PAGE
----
czar


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Related to czar: Russian Revolution
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  • noun

Synonyms for czar

a male monarch or emperor (especially of Russia prior to 1917)

a person having great power

References in periodicals archive ?
As Czar and Messeka confirm, many consumer fraud lawsuits originate as counterclaims in cases commenced by the contractor.
The situation got so bad, a group of influential men, including a cousin of the Czar, assassinated Rasputin in December 1916.
However, Moscow Patriarch Alexei said it would be impossible to make saints of 16th-century czar Ivan the Terrible, who ordered the deaths of several clergymen, and Rasputin, whose insidious influence over the family of Czar Nicholas II was a factor in the downfall of the Russian monarchy.
They've been angling for one ever since their colleagues in England found that their heart czar was pushing their agenda forward by leaps and bounds.
Perhaps even more disturbing than the distorted message of the ONDCP ads is the fact that the drug czar seems to have no qualms selling his agenda to the public.
Let's hope that one of the first steps taken by new AIDS czar Scott Evertz is to revamp the Web site for the White House Office of National AIDS Policy.
The Salt Lake Tribune came under fire last month after the newspaper ran a story about a 41-year-old "porn czar," who also happened to be a virgin.
It's not so much that we need a children's czar, it's that we should have had one years before.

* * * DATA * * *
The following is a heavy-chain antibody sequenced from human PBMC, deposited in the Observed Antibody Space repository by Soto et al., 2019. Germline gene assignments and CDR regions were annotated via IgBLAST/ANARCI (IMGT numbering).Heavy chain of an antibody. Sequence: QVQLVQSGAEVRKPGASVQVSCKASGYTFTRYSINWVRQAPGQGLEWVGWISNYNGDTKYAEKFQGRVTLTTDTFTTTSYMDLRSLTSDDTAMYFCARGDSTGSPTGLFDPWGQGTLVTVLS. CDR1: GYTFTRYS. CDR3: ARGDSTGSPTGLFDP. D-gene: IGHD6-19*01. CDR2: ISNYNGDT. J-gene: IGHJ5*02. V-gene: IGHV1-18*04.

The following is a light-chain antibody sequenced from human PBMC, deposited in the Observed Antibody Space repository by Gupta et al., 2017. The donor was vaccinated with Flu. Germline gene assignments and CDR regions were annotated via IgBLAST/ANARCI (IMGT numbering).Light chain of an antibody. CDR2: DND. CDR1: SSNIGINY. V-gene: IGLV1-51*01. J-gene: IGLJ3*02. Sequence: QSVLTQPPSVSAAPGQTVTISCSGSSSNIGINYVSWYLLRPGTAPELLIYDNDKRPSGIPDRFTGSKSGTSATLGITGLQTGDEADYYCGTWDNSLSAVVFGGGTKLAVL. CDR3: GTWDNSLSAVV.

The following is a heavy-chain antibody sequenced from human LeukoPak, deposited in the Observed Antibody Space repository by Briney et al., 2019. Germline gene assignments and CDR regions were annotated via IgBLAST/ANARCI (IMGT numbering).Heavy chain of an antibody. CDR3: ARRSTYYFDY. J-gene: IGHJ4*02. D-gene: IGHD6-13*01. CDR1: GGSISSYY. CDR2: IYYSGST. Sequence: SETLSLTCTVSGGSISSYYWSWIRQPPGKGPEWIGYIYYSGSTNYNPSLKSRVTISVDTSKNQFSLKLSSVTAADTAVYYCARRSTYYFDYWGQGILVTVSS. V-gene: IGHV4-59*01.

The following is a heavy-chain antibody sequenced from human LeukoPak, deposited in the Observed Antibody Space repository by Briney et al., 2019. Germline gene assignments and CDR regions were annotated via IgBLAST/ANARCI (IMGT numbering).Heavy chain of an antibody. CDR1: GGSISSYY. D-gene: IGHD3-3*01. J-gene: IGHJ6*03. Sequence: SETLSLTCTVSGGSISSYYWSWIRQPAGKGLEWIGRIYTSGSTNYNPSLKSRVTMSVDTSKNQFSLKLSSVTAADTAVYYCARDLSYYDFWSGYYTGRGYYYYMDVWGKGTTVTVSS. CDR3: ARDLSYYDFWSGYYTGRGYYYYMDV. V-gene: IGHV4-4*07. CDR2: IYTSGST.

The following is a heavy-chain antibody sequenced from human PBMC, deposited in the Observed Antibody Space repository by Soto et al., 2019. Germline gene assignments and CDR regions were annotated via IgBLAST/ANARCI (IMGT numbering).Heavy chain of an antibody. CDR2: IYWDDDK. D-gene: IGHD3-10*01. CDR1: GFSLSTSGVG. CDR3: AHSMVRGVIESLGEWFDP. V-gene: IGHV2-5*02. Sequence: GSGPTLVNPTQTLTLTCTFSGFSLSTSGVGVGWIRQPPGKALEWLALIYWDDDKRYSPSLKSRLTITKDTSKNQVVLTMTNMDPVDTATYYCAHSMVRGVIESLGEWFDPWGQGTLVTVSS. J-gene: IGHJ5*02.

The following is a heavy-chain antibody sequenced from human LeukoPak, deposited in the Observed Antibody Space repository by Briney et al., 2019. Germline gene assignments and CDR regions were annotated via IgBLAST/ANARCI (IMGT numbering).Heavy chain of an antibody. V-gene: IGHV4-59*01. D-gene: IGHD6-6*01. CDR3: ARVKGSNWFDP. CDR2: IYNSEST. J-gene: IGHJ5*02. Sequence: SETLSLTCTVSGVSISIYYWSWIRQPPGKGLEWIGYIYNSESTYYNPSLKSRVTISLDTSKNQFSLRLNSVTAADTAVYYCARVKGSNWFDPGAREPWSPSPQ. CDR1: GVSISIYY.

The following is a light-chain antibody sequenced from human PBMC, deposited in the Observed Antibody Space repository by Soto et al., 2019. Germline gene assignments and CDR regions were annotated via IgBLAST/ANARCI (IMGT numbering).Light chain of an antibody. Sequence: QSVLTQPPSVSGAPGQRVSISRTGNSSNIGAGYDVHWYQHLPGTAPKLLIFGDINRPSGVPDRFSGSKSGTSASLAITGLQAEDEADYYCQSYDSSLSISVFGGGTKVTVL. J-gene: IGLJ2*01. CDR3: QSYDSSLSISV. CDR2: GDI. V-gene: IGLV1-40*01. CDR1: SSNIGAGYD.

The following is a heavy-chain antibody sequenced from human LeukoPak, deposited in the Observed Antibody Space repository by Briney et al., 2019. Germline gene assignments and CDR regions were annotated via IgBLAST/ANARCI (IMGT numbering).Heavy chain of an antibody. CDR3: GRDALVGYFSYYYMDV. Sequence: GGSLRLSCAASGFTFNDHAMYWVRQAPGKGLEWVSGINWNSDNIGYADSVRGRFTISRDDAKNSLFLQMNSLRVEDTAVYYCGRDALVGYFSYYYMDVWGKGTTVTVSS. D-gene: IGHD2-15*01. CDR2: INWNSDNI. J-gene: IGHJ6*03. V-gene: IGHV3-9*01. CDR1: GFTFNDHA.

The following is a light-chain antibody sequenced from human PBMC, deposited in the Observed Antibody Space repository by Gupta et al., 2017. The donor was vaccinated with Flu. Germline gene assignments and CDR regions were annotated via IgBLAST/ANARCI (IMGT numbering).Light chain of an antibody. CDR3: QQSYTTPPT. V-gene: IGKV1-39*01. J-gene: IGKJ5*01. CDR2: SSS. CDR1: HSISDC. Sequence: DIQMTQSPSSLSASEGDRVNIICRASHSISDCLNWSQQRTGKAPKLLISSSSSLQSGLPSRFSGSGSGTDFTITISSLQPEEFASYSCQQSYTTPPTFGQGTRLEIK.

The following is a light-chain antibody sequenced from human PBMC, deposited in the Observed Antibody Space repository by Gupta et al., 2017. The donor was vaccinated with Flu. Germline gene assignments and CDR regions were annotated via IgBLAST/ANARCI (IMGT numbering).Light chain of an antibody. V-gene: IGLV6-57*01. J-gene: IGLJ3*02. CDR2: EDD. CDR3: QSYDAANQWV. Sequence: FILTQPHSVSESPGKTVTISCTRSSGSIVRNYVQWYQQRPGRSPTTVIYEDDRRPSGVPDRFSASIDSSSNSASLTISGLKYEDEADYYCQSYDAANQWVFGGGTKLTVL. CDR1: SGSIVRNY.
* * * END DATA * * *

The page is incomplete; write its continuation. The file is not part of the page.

It launched Royal Czar Vodka Ice in July which has already sold a million bottles and should sell two million by the end of the year.
The classic historical example is the religious charlatan, Rasputin, who briefly gained control of Russia by influencing Czar Nicholas II and, it is said, particularly the Czar's wife, Alexandra.
Then, in 1931, the nation's first drug czar, Harry Anslinger, was appointed to head the newly reorganized Federal Bureau of Narcotic and Dangerous Drugs by his future uncle-in-law and Secretary of the Treasury, Andrew Mellon.
A burst of liberalism in the 1860s (when the Russian serfs were freed two years before the American slaves), ended after revolutionaries assassinated Czar Alexander II on a Petersburg street in 1881.
With subdued pomp and circumstance, the russian people finally bury czar Nicholas II and his family, who were assassinated by the Bolsheviks in 1918.
A new genetic analysis may finally allow former Russian Czar Nicholas Romanov II to rest in peace.